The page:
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Network Rail sets out infrastructure investment plans for the next five years

Railways operator Network Rail has set out plans for over £10 billion of infrastructure investment over its next five year regulatory period, 2014 to 2019.30 Sep 2011

Its plans, which will include the completion of major projects already underway such as Crossrail and the cross-London Thameslink line, are now subject to approval from the Government and the Office of Rail Regulation (ORR).

Network Rail, which owns and operates UK railway infrastructure including tracks, signals, tunnels, bridges and stations, said its Initial Industry Plan would "deliver better value for money and play a key role in driving sustainable economic growth".

The operator said that it aimed to cut the cost of running the railways by £1.3bn per year by 2019 through "greater cross-industry collaboration and changes in the way government procures passenger rail services".

It seeks less than the £11.8bn investment needed in  2009, but aims to save 16% over the course of the investment period.

Network Rail has already cut 27% from the cost of running the rail network between 2004 and 2009, and expects to have saved another 23% by the time the new plan comes into force in 2014, it said.

In addition to £4.9bn needed to complete its existing projects, the plan identified £5.6bn areas for further investment including a £560m 'Northern Hub' scheme to deliver over 700 more daily services between Leeds, Manchester, Liverpool, Newcastle and Sheffield, further electrification of lines and increasing capacity for freight transport by 30%.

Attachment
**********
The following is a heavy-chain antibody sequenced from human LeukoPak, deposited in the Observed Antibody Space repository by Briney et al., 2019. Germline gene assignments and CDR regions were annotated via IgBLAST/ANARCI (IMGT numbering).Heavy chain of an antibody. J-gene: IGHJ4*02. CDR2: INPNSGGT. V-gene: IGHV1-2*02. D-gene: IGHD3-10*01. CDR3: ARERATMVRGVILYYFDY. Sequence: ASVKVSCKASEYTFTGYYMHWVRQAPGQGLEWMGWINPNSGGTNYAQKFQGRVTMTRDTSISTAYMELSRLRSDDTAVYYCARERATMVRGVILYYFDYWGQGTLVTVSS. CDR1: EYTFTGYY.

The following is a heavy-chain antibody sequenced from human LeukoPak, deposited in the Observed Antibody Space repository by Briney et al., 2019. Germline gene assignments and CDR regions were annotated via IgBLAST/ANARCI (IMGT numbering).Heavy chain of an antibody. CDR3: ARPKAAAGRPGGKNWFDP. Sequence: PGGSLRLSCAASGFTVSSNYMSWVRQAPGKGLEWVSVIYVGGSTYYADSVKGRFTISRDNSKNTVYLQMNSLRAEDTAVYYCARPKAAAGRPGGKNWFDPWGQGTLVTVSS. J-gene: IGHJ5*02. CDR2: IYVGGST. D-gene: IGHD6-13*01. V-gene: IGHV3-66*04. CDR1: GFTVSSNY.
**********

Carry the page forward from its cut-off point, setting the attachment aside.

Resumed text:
It hopes to improve facilities at medium-to-large sized stations. A 30-year programme to modernise the signalling system is also proposed, which will replace 800 existing signal boxes with 14 modern signalling centres.

It also plans to provide an additional 180,000 seats for passengers between major cities at peak times, while reducing the industry's carbon emissions per passenger kilometre by 25%.

Network Rail said that passenger numbers were continuing to grow, by an average of 4% per year over the last decade.

"This revenue growth and improved efficiency taken together provide governments with real choices to consider, choices around the appropriate balance between investment, fares and subsidy," said Paul Plummer, group strategy director of Network Rail said

Once ratified, the plans will be finalised by the ORR in 2013.